American Indian Health Equity/Disparities
What Are They?
Definitions Provided by the Centers for Disease Control and Prevention (Centers for Disease Control and Prevention [CDC], 2014)
American Indian Health Disparities
- Low Educational attainment/ low literacy
- Language barriers
- Unequal access to health care
- Limited access to transportation
- Limited access to healthy food
- Limited housing options
- Environmental conditions
- And MORE
These health disparities are known to affect socially disadvantaged groups such as but not limited to:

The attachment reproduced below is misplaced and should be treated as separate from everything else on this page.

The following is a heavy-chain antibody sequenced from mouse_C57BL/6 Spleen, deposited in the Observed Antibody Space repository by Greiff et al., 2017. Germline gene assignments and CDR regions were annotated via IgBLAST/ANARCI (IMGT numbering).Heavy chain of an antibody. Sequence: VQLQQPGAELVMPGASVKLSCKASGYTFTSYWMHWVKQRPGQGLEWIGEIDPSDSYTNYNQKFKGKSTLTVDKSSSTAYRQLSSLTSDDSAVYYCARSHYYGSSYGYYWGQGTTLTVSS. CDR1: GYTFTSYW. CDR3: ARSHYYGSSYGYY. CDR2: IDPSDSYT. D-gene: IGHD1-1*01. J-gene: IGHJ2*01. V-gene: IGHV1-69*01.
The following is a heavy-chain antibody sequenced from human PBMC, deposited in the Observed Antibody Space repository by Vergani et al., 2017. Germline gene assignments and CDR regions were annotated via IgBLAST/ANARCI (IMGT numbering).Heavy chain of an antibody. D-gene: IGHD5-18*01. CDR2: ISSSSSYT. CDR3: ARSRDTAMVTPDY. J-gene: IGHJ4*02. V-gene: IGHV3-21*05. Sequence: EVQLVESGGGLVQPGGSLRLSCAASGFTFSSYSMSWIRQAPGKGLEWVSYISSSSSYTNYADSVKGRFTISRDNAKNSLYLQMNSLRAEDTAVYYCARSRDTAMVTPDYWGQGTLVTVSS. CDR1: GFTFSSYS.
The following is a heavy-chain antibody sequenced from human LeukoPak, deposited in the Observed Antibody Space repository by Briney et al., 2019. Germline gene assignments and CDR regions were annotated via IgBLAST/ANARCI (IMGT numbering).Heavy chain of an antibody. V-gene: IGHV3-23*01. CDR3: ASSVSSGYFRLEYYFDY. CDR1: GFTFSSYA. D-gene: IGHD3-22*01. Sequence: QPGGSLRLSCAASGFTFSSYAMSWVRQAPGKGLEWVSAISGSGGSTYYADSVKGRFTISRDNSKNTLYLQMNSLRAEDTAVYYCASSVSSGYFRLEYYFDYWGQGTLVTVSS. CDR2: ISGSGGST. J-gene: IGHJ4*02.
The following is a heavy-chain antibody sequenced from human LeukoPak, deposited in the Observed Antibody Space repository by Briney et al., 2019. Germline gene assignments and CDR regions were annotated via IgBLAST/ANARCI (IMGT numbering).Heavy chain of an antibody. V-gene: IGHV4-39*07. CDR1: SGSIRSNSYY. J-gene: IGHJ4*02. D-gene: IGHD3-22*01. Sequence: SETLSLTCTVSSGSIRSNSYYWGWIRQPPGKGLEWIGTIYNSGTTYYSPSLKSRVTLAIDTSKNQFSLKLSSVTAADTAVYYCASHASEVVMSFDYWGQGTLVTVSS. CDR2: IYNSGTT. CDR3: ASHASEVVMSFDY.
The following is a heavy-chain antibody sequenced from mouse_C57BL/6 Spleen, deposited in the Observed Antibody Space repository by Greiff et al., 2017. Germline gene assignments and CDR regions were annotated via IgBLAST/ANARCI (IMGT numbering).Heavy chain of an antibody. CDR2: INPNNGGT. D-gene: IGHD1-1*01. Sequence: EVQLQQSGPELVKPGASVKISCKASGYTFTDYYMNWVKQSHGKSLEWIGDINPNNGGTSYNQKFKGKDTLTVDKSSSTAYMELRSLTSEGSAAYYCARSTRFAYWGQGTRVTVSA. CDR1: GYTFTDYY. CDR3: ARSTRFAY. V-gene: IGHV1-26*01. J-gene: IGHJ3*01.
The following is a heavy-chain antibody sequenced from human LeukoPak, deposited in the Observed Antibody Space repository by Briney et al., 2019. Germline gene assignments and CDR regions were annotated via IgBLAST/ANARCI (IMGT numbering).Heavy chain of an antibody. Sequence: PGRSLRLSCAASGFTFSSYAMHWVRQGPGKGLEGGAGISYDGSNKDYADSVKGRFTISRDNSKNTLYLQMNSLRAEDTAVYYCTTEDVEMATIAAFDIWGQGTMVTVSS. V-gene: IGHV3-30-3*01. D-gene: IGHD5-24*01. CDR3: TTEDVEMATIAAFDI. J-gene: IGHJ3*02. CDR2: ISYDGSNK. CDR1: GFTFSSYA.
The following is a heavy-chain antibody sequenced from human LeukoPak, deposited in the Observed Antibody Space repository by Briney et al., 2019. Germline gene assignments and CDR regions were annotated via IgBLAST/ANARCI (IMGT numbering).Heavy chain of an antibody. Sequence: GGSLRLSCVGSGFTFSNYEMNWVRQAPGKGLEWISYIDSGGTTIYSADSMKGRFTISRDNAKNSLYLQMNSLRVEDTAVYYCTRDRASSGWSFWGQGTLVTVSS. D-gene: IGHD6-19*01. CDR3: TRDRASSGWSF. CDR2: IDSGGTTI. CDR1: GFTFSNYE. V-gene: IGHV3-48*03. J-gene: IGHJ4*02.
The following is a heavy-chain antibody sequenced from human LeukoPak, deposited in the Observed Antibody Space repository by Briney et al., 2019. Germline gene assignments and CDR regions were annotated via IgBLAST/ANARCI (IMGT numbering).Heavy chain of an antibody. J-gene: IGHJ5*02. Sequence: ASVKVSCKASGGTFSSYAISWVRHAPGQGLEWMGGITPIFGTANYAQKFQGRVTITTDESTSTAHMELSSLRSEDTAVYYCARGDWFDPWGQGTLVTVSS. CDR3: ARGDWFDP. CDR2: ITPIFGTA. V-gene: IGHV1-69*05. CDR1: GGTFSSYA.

- Racial and ethnic minorities (American Indian, Latinos, African Americans)
- Less educated
- No health insurance
- Rural/remote geographical areas
- People who live in developing countries
- Lesbian, Gay, Bisexual, Transgender, and Queer (and/or questioning) individuals/identities
Understand the Underlying Causes of Health Inequity
Mortality Disparity Rates Table (IHS, 2016)
American Indians and Alaska Natives (AI/AN) in the IHS Service Area 2007-2009 and U.S. All Races 2008 (Age-adjusted mortality rates per 100,000 population) Accordion Closed
AI/AN Rate 2007-2009
U.S. All Races Rate - 2008
Ratio: AI/AN to U.S. All Races
Diseases of the heart
Chronic lower respiratory diseases
Chronic liver disease and cirrhosis
Influenza and pneumonia
Nephritis, nephrotic syndrome
Intentional self-harm (suicide)
Essential hypertension and hypertensive renal disease
* Unintentional injuries include motor vehicle crashes.